In 1988 Cyclone Bola ripped the heart out of Gisborne. Wild winds and torrential rains savaged the district for three days, destroying homes and farmland and flooding the Poverty Bay Flats.
“We were trapped in the house; cut off with no phone or electricity. The crop losses were terrible. Murray was interviewed for Country Calendar with his capsicums, washed up 30 miles south on Mahia beach.”
“Everything was gone, everything,” recalls Murray.
He says some farmers lost heart and upped and left, but with the help of a sympathetic bank manager and the government’s compensation package he scraped through, re-planted and rebuilt.
Undoubtedly the business will suffer more ups and downs but its success is now in the hands of the next generation. Daughters Caroline and Sophie have followed careers of their own (Caroline works for
New Zealand Merino and Sophie is a radiographer) but Gordon and Richard bought in four years ago, a move they say seemed like the natural thing to do.
“We grew up working in and around the business,” says Richard. Summer jobs in the fields and riding shotgun with the managers connected them with the workforce and prepared them to take on what they know is a great opportunity.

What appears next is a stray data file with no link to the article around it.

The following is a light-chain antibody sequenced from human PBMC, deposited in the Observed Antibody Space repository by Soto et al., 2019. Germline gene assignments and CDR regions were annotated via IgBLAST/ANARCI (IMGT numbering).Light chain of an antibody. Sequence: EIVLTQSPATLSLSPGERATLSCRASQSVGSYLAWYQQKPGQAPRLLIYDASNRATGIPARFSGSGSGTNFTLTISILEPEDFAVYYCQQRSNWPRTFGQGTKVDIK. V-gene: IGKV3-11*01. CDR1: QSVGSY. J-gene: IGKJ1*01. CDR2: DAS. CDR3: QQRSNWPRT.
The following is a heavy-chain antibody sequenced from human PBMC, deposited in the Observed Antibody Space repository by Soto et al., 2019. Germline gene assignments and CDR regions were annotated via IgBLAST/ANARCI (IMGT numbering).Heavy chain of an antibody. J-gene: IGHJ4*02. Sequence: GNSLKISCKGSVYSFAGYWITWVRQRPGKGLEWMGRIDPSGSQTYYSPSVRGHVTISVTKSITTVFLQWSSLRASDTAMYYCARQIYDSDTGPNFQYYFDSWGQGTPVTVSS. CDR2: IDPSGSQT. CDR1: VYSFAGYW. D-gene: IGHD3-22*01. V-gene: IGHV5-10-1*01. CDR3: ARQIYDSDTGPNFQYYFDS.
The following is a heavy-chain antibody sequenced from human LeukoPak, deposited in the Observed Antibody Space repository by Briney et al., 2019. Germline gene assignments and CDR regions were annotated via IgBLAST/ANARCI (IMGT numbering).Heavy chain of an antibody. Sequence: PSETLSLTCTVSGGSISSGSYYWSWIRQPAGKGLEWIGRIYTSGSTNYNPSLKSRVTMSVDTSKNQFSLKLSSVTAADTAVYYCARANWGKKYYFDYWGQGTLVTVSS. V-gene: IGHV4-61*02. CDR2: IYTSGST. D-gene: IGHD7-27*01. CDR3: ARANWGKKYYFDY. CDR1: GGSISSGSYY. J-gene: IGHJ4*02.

Do they feel the pressure? “Definitely,” says Gordon, “but that’s what drives us. We want to build off the business we’ve been left but certainly leave behind our own legacy.” With that in mind they have embarked on a programme to refresh the brand and increase the lucrative salad business. They are also introducing a more youthful culture to the workplace, building on the family values instilled by their father.
If that sounds like Murray has been put out to pasture, think again. Retirement? He’d go nuts. He is currently in charge of special projects a job description that amuses him because it implies his sons aren’t quite sure what to do with him. But in fact he is being most useful. The pre-cooked vacuum-packed beetroot you see in the supermarkets is one of his projects (currently selling 15,000 packs a week) and he’s also overseeing the building of a 130-metre in-line salad processing facility.
Otherwise he’s hands-off. He and Lyn spend half the year travelling and when they return he resists the urge to step in. Some might say he’s handing over the responsibility too soon but he naturally takes the alternative view.
“If you look at any vibrant industry, it’s full of young people. Young people can and will do dumb things. They don’t see the dangers so they take risks. But every now and then it really works.”